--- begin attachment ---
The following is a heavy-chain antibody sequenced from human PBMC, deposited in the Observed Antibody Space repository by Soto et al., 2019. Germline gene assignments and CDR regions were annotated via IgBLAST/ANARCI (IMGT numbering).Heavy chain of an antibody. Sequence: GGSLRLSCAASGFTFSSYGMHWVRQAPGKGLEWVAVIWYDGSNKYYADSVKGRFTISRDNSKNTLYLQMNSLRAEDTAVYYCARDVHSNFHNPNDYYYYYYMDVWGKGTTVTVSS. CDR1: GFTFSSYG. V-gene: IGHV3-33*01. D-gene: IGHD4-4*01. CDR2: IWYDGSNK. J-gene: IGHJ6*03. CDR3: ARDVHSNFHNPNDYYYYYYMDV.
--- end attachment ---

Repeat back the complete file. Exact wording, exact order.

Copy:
The following is a heavy-chain antibody sequenced from human PBMC, deposited in the Observed Antibody Space repository by Soto et al., 2019. Germline gene assignments and CDR regions were annotated via IgBLAST/ANARCI (IMGT numbering).Heavy chain of an antibody. Sequence: GGSLRLSCAASGFTFSSYGMHWVRQAPGKGLEWVAVIWYDGSNKYYADSVKGRFTISRDNSKNTLYLQMNSLRAEDTAVYYCARDVHSNFHNPNDYYYYYYMDVWGKGTTVTVSS. CDR1: GFTFSSYG. V-gene: IGHV3-33*01. D-gene: IGHD4-4*01. CDR2: IWYDGSNK. J-gene: IGHJ6*03. CDR3: ARDVHSNFHNPNDYYYYYYMDV.